I was fascinated by this cover since the first time I saw it and I bought this album. It was love at first sight, and it never stopped. The iconic simplicity, the typography and the silhouette, create the same tension and atmosphere you feel when listening to this fantastic album. Openmind, the designer, said, "The whole look was supposed to be evocative of Eastern European film posters of a certain era, basic, flat graphics and minimal text. The actual 'cameraman' figure was drawn in about 20 seconds and then given a camera to hold and a head from images sourced on the web."

Herbie Hancock
Head Hunters (Columbia, 1973)

The image on the album cover, designed by Victor Moscoso, is based on the African kple kple mask of the Baoulé tribe from Ivory Coast. The image is also based on tape head demagnetizers used on reel-to-reel audio tape recording equipment at the time of this recording. Hancock is represented by the man wearing said image while playing the keyboard. In my mind, when listening to "Chameleon," this mask became the symbol of the ethereal kind of far-out spacey stuff Hancock started to create at that time. 

New Order
Blue Monday (Factory, 1983)

The 1983 edition artwork is designed to resemble a 5¼-inch floppy disk. Peter Seville, one of the most famous album cover designers of all time, did this cover inspired by computer art in the early '80s. The color chart suggests new machine-led, color-coded design. It's literally coded, too. Saville placed a color wheel on the back of the album Power, Corruption & Lies that helps reveal the song's title. The fact that I was taking out a vinyl from a floppy-disk always made me think and still does to this day.

Kendrick Lamar
good kid, m.A.A.d city (TDE/Aftermath/Interscope, 2012)

This photo from the early '90s is so personal, intimate and intriguing for simplicity. The van is in front of Lamar's house. The designer Don Clark didn't want to have this Polaroid on the cover … but Kendrick's attitude was like "This is exactly what I want" and now we have this piece of reality put together with the very personal style in his second album, revealing the story of Lamar's teenage experiences in the streets of Compton.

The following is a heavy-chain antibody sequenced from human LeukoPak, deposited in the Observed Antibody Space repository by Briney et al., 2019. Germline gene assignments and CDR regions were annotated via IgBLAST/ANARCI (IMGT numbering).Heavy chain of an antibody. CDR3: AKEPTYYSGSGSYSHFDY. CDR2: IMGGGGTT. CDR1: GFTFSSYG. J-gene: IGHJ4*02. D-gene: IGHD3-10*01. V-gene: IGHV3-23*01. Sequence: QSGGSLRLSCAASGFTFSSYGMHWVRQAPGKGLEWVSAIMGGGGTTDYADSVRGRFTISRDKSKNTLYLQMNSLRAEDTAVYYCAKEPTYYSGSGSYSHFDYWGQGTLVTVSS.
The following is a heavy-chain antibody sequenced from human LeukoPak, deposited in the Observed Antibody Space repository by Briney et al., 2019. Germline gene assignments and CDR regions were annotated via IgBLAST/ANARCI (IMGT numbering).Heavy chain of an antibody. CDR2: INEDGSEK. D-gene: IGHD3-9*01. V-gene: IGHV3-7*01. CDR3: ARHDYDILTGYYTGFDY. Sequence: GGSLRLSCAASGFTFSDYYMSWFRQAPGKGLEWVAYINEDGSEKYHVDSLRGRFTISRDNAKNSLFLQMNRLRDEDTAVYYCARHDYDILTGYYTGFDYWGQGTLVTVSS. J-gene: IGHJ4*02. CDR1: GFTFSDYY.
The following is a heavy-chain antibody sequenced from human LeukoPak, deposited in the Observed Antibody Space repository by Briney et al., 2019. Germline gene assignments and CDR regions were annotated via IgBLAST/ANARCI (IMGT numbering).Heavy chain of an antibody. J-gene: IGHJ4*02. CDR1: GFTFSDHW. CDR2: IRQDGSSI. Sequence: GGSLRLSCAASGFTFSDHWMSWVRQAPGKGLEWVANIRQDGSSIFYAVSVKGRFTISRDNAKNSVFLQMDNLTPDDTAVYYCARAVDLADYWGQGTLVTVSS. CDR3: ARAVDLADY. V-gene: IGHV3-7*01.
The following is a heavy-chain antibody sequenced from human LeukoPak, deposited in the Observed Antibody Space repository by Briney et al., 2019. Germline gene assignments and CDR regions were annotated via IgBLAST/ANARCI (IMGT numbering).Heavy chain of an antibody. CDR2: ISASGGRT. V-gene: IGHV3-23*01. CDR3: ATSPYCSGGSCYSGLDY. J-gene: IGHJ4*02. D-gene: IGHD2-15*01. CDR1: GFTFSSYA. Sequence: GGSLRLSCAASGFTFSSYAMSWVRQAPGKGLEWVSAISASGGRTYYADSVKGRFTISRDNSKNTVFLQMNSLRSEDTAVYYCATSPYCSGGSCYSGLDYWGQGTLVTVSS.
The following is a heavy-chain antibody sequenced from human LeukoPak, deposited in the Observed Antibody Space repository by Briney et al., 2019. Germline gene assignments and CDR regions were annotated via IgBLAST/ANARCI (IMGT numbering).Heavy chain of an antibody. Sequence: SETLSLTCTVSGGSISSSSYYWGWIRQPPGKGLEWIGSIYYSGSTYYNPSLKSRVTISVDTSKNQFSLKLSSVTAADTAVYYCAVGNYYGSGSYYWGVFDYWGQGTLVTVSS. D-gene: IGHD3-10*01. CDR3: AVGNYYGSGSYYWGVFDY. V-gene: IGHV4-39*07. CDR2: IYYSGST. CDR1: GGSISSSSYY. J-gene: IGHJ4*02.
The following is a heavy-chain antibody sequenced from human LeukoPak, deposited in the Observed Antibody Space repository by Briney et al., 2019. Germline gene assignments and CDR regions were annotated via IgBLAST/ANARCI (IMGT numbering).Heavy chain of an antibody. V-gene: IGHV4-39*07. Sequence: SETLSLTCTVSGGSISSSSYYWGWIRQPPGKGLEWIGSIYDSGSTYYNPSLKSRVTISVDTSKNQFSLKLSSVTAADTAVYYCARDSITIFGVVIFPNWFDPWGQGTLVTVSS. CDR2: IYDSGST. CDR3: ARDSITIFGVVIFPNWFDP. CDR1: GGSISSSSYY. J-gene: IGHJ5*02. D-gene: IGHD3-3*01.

Beastie Boys
Hello Nasty (Capitol Records, 1998)

I am a big fan of French sardines in a tin. Everytime I open a tin of sardines, this cover comes to my mind and I imagine the Beastie Boys coming out of it … this is really nasty! This cover from Bill McMullen represents well the explosive mix you get when you start listening to the album, from the retro-funk of "The Move" to "Intergalactic" with its witty "space riffs" and voices. The cover is a fantastic visual callback to the line, "MCA, where have you been/Packed like sardines in the tin" from "Body Movin'."

Grace Jones
Island Life (Island, 1985)

Created by the photographer and graphic designer Jean-Paul Goude, this cover is as striking as it is unique. An impossible pose, the final piece was constructed as a composite image made up of numerous shots, embodying strength, power and beauty. This album exudes cool with reggae beats and a disco stylized mid-'80s pop feel. I love "Slave to the Rhythm" and "I've Seen That Face Before." She always pushed boundaries and created trends … instead of following them. 

Art of the Album is a regular feature looking at the craft of album-cover design. If you'd like to write for the series, or learn more about our Clio Music program, please get in touch.

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Michele Arnese
Designed in Italy and assembled in Germany, Michele Arnese is a self-driven strategic and creative thinker with a strong entrepreneurial approach. He founded the worldwide leading sonic branding agency amp in 2009.